<!doctype html>iGEM Stockholm Results


To translate our idea into results, we characterized every BioBrick as listed in Parts and described in Design. All of the bricks were transformed into TOP10 cells and tested for the following parameters:

  • Growth curve/Toxicity of the constructs
  • Fluorescent fingerprint using spectrophotometry and flow cytometry
  • Protein expression using western blot

Here, you can find the most important findings for each BioBrick, and we urge you to follow the links found after each section for in-depth analysis.

The Switch Plasmid

The first part of our project revolves around creating the Switch Plasmid, a simulation of our inducible switch to force the P2 phage into the lysogenic cycle. For this to happen, we constructed two modules, the lysogenic C-protein Characterization Construct (Lysogenic module) and the lytic Inducible cox characterization construct (Lytic module). As we tested the lysogenic module, we saw no RFP expression through spectrophotometric analysis. Yet with western blot, we detected a constitutive C-protein expression, which confirmed that the bricks work as expected. As the lytic module was characterized, we saw arabinose-dependent toxicity which was not present in the control. Furthermore, no expression of neither GFP nor the cox-protein was found. When combined in the Switch Plasmid, we concluded from the western blot that there is a distinct expression of C-protein in non-induced samples and upon induction an increase in the cox expression, confirming that the switch works!

The Model Plasmid

The second part of our project was the creation of a Model Plasmid to simulate the P2 genome and its reaction to the induction of the switch. We combined two modules; the Inducible C-protein construct and the Phage genome simulation module. The first module enabled careful control of the C-protein expression. western blot results showed that overexpression of C-protein was achieved at levels of induction above 0.4% arabinose. In line with our expectations, C-protein increased upon arabinose induction. Then, we created the second module that would mimic the phage switch genome. We showed that cox-protein is expressed on a stable level. However, we experienced issues in the detection of fluorescence.


When we discovered that fluorescence spectrophotometry could not detect fluorescence from our reporters, we began to investigate… We analyzed the sequences of our construct and saw that everything had been inserted, although, the RBS sequences were 4bp too short.

A new hope

We ordered a new Switch Plasmid construct containing the correct RBS sequences; furthermore, we ordered primers to correct for the RBS sequences for BBa_K3024004 and BBa_K3024011, two of our composite parts. With the new constructs, we again did not see an apparent increase in the fluorescence signaling. Considering that we still couldn't detect the fluorescence, we discussed whether some single cells might be expressing low levels of fluorescence. Johan Rockberg, our PI, helped us set up a flow cytometry experiment to measure the fluorescence from single cells within a population. For the Switch Plasmid, we noticed that upon arabinose induction, it expressed higher levels of RFP, which correlated with the results seen from the western blot results. Because we did not detect a significant shift in expression of RFP/GFP upon induction, we assume that the missing base pairs in the RBS were not the issue.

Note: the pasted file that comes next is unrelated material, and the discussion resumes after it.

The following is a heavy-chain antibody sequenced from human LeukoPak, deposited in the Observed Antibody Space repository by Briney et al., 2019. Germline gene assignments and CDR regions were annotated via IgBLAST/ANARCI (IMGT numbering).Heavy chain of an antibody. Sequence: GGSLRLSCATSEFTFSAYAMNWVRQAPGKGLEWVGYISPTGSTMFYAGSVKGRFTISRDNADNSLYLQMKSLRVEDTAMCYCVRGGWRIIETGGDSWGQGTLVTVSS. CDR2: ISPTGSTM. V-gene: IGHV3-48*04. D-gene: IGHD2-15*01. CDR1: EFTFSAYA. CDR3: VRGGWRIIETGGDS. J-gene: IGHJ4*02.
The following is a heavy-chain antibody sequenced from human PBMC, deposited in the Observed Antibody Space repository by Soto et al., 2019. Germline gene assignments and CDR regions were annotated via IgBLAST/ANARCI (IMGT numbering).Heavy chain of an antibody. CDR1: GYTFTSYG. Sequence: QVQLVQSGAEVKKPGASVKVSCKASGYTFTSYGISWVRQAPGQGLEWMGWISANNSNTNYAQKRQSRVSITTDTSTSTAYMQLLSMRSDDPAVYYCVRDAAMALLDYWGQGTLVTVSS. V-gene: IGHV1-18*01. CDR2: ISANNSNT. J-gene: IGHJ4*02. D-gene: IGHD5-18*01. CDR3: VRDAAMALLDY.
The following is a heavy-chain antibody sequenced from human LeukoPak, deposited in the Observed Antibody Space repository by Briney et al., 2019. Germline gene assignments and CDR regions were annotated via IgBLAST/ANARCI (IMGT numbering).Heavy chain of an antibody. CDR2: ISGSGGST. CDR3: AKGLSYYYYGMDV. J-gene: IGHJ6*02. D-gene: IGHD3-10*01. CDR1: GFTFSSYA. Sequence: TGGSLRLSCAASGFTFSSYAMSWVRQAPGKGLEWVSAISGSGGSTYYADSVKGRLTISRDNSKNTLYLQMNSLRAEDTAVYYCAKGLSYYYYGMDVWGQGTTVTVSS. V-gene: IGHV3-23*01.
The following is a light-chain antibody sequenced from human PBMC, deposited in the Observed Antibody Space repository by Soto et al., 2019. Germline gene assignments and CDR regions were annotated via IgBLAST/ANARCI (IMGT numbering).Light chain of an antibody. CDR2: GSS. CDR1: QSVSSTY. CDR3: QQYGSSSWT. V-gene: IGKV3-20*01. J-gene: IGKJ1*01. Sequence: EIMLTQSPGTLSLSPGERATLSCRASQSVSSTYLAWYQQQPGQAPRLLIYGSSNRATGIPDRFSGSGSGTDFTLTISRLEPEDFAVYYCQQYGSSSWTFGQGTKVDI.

Maximillian Karlander, a Ph.D. student, recommended transforming our constructs in a different bacterial strain that is a more efficient expression strain. We transformed the Switch Plasmid in BL21 E.coli and analyzed the level of fluorescence in the ClariOstar plate reader using the previous protocol. There was no evident difference in neither expression nor growth of the two strains.

Another theory was that the degradation tag fused to the reporter genes caused a quick targeting and degradation of newly formed RFP/GFP, which would prevent detection. Interestingly, the maturation time for RFP is quite slow, meaning that although the protein is transcribed, it takes time before it emits a fluorescent signal.

Planning ahead

To further investigate, we would perform RT-qPCR to assess whether there are detectable levels of the RFP/GFP mRNA transcripts. We aim to understand if the problem of expression originates from the translation or transcription. Ultimately, if there was a problem with the transcription, the cis- or tris-construct design should be considered as a non-functional concept!

On continuing the project, we would make all parts of the construct functional and further evaluate the protein expression using other characterization methods. We would also work on the integration of the envisioned sensing system with the Switch Plasmid. We would test the induction of bacteria in different pH concentrations similar to the gastric and intestinal fluids. Last but not least, we would aim to test the system with the P2 knockout phage.